If the neighbors peek in the windows of Kathy Welch's south Minneapolis home this week, they might be reasonably curious about the two men doing a funny little stiff-legged dance around her living room. Welch herself might wonder what they're doing there: Her show Kabuki! is scheduled to play at the Fringe Festival in a mere two weeks, and half her cast is missing. And, as the dancers sashay around her living room in the highly stylized waddling of traditional Japanese theater, their orbiting arms and legs only narrowly miss the furniture. Welch stops the scene to work out a minor kink in the choreography and guide her actors away from a potentially hazardous chair. "Your intonation is good," she says. "Watch your heads."
Like most of the Fringe shows coming together in church basements, garages, and dingy rehearsal spaces around town, Kabuki! is the very definition of indie theater--little more than an idea, a few dedicated thespians, and a sprinkling of moxie. And although Welch knows that her show can sell tickets after a successful run at the Bryant-Lake Bowl's cabaret theater, she is in much the same position as the myriad other small theater companies competing for audiences and attention at this year's Fringe. "We're up from 38 shows to 68 this year," explains Dean J. Seal, who is now in his second year as executive producer of the festival. "The quality level is also going to be a step up."
While the 1999 Fringe is certainly the largest in the festival's six-year history, it remains to be seen whether theatergoers will respond in kind. Since Bob McFadden founded the low-budget theater fete in 1994, attendance has traditionally been rather unpredictable, and profit for participating companies has been, at best, a zero-sum game. After a 50 percent increase in attendance last year, however, Seal is forecasting that 10,000 people will attend this year's event--a figure that, albeit optimistic, would mark the arrival of the Minnesota Fringe as a major North American festival.
Though "fringing" may have the ring of recently minted nomenclature, Seal is hoping that the idea will catch on among that elusive segment of the theatergoing public for whom a biannual evening at the Guthrie constitutes patronage of the arts. "There's a lot of shows that would never see the light of day if not for the Fringe," Seal explains. "You only have artistic freedom when you don't have a huge financial burden. That's why I'm such a great believer in this."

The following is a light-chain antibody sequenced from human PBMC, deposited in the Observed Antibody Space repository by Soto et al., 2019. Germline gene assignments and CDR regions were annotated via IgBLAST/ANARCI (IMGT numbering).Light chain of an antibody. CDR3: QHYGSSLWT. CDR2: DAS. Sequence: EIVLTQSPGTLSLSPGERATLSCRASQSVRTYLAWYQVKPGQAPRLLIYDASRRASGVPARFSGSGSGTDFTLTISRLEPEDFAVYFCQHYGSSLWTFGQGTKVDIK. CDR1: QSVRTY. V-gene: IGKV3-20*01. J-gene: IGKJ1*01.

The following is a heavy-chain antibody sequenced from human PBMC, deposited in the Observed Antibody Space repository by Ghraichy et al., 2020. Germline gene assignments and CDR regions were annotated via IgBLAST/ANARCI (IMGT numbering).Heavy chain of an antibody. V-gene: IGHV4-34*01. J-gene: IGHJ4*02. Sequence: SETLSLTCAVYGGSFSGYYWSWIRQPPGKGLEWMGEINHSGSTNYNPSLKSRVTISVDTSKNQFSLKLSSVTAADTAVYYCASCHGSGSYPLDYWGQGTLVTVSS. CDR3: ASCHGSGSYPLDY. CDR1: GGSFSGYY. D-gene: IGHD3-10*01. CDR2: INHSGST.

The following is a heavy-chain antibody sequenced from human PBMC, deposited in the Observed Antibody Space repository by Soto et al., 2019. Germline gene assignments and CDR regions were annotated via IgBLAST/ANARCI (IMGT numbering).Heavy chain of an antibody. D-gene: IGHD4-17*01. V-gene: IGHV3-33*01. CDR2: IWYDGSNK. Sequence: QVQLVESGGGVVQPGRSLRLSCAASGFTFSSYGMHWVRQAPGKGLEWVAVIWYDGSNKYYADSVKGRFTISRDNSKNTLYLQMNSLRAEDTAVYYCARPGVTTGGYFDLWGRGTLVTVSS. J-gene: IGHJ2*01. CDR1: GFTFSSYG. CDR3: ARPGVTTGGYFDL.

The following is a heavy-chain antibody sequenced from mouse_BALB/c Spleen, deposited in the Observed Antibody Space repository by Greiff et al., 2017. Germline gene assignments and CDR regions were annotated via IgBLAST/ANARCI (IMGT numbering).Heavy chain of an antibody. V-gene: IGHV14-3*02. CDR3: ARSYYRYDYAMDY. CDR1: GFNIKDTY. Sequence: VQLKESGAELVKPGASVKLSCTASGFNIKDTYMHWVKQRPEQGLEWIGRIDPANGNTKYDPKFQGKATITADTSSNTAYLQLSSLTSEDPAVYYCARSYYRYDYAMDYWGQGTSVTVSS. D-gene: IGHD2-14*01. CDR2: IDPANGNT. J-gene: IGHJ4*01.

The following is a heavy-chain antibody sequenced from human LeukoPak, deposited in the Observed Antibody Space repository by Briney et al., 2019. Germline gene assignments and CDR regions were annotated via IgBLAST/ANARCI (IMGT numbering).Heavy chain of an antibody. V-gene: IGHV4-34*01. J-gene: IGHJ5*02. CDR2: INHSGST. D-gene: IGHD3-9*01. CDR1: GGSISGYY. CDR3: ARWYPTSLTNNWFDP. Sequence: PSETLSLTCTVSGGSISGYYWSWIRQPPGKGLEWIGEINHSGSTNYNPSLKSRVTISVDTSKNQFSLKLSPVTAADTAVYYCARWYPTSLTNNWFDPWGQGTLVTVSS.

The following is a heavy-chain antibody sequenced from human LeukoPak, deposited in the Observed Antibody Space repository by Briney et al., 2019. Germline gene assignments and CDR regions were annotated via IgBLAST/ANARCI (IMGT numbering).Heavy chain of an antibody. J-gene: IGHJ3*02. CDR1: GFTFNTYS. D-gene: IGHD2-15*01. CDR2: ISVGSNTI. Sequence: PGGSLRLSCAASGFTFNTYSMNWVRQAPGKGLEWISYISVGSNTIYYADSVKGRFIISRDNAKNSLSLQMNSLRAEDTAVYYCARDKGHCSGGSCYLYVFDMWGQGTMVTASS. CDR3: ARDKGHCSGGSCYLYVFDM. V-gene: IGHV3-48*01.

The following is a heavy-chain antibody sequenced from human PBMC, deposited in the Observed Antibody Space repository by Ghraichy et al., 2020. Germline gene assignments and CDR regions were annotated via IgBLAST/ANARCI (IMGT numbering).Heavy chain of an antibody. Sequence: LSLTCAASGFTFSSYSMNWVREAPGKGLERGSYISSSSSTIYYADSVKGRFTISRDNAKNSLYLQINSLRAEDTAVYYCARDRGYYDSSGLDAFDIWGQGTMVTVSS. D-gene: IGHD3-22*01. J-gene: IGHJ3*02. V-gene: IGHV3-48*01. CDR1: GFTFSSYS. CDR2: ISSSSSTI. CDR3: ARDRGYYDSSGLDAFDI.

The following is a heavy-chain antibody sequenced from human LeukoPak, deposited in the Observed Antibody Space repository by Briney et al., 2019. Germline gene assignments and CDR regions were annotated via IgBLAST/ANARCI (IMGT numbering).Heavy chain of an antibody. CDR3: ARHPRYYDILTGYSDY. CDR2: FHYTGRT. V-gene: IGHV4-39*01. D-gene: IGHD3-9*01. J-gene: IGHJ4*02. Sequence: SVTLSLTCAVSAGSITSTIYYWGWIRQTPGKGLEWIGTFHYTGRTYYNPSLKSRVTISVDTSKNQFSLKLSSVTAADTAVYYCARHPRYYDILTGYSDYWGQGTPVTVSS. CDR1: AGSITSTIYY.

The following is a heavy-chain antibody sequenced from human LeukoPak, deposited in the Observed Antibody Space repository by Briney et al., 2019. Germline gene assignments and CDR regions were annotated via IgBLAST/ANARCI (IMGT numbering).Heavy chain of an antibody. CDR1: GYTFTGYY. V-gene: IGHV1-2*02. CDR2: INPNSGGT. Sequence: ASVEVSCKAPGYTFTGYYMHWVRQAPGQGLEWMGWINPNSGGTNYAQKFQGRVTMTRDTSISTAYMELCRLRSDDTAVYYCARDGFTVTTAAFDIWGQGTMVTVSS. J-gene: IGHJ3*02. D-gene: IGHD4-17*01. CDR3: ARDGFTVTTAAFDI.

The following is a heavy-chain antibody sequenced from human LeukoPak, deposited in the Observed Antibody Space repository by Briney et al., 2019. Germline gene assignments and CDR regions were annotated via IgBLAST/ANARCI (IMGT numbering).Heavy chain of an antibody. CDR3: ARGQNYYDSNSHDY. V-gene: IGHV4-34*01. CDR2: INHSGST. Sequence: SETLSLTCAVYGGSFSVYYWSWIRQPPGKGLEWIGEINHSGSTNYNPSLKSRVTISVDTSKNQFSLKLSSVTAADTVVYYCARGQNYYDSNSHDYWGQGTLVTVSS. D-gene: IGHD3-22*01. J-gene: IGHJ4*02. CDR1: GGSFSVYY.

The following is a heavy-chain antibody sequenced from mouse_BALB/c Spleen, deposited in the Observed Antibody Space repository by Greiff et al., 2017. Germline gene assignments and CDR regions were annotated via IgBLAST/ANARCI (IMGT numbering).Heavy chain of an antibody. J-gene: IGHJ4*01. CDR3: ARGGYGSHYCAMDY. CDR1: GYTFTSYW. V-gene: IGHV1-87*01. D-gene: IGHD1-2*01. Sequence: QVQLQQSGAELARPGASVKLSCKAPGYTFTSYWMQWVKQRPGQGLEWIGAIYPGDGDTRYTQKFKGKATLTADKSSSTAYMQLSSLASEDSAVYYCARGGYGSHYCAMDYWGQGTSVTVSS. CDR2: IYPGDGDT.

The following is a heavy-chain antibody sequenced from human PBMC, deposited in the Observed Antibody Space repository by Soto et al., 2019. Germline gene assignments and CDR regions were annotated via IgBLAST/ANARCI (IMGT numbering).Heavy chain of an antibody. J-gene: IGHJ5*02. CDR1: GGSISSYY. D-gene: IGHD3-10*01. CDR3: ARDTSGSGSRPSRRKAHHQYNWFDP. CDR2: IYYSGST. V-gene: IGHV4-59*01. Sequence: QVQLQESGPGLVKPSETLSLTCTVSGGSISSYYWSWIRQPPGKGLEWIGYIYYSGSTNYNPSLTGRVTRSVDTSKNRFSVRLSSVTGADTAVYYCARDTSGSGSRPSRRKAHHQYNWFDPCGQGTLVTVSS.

Artistic independence and low budgets are, of course, the draw of Fringe festivals for both theater artists and audiences. At eight dollars a show, casual theatergoers can afford an adventurous sampling of material, and with a $300 entrance fee, artists can afford to offer said sampling. While some touring groups polish a production in a handful of similar festivals in the U.S. and Canada, many local performers use the Fringe to workshop or showcase original work--a trend that does not guarantee quality but does promote diversity.
Low budgets and high anxiety are natural corollaries, however. During last year's Fringe, one performer realized a few minutes before curtain that he needed a cocktail glass for his act. Seal, who in addition to his role as impresario acts as occasional gofer, went hurtling across the campus of Minneapolis Technical College to Joe's Garage, where a bartender lent him a glass on the condition that he let her open a one-woman show at the Bryant-Lake Bowl (where Seal was then artistic director). Seal, out of breath and time, agreed and raced back to hand the martini glass to the actor just as he was stepping onstage (shaken, we must assume).
Given the rough-and-ready ethos of the Fringe, things seem to be coming together remarkably well. In the sweltering heat of a church basement, director Mark Abel Garcia and his Peter Peter Pumpkin Theater cast busily work out the formidable logistics of staging Milton's epic poem, Samson Agonistes. Competing with the whirring of giant wall fans, Garcia talks a half-dozen actors through a scene in which Samson, languishing in prison after a bad hair day of Biblical proportions, receives a visit from his betrothed betrayer. "Let's think about this a bit," Garcia says. "What type of relationship did they have? What type of love or lust? All these wants, reactions, and things happening. It's a very busy scene."
Meanwhile, at the Loring Playhouse, Ebullient Theatre's Bruce Abas guides his cast through a somewhat lighter skirmish of the sexes. Abas, who makes a practice of testing original works at the festival, describes this year's entry, Happy Meal, as "sitcomish." From the looks of the situation, the comedy revolves around a trio of romantically entangled slackers (sample dialogue: "I just had a revelation." "Do you need an aspirin?")
For small companies like Ebullient Theatre, the Fringe represents a chance at exposure to theatergoers who would never otherwise hear of them. Matt Sciple, who has been involved in the Fringe in every year of its existence and who is directing Zach Curtis in Fifty Foot Penguin Theater's War Golems this year, remembers "walking around and listening to this elderly, suburban couple who were completely amazed that there were all these little companies out there. It's like they pulled up a rock and we were all crawling around beneath it."
The Fringe Theater Festival runs July 29 through August 8 at eight stages around Loring Park. Festival passes can be purchased at Dunn Bros. coffee shops or the Borders Book Shop--Uptown. Call (612) 823-6005 for festival info; (612) 343-3390 for tickets.